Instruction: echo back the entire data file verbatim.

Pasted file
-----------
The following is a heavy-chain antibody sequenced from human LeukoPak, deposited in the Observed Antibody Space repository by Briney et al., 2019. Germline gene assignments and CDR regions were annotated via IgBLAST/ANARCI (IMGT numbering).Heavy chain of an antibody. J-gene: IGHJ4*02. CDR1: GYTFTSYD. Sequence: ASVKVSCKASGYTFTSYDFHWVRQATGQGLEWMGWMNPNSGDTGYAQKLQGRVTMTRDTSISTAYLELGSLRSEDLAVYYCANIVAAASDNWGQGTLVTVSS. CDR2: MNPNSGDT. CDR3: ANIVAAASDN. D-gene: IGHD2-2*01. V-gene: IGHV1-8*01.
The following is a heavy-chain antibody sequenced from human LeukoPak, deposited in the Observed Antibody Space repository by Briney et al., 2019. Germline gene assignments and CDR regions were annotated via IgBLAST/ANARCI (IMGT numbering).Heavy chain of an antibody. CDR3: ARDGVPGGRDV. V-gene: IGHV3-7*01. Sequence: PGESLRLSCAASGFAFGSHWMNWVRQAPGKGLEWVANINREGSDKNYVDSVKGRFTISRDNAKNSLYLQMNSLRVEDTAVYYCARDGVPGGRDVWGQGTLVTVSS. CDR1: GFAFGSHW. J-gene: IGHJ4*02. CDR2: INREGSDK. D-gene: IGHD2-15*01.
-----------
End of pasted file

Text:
The following is a heavy-chain antibody sequenced from human LeukoPak, deposited in the Observed Antibody Space repository by Briney et al., 2019. Germline gene assignments and CDR regions were annotated via IgBLAST/ANARCI (IMGT numbering).Heavy chain of an antibody. J-gene: IGHJ4*02. CDR1: GYTFTSYD. Sequence: ASVKVSCKASGYTFTSYDFHWVRQATGQGLEWMGWMNPNSGDTGYAQKLQGRVTMTRDTSISTAYLELGSLRSEDLAVYYCANIVAAASDNWGQGTLVTVSS. CDR2: MNPNSGDT. CDR3: ANIVAAASDN. D-gene: IGHD2-2*01. V-gene: IGHV1-8*01.
The following is a heavy-chain antibody sequenced from human LeukoPak, deposited in the Observed Antibody Space repository by Briney et al., 2019. Germline gene assignments and CDR regions were annotated via IgBLAST/ANARCI (IMGT numbering).Heavy chain of an antibody. CDR3: ARDGVPGGRDV. V-gene: IGHV3-7*01. Sequence: PGESLRLSCAASGFAFGSHWMNWVRQAPGKGLEWVANINREGSDKNYVDSVKGRFTISRDNAKNSLYLQMNSLRVEDTAVYYCARDGVPGGRDVWGQGTLVTVSS. CDR1: GFAFGSHW. J-gene: IGHJ4*02. CDR2: INREGSDK. D-gene: IGHD2-15*01.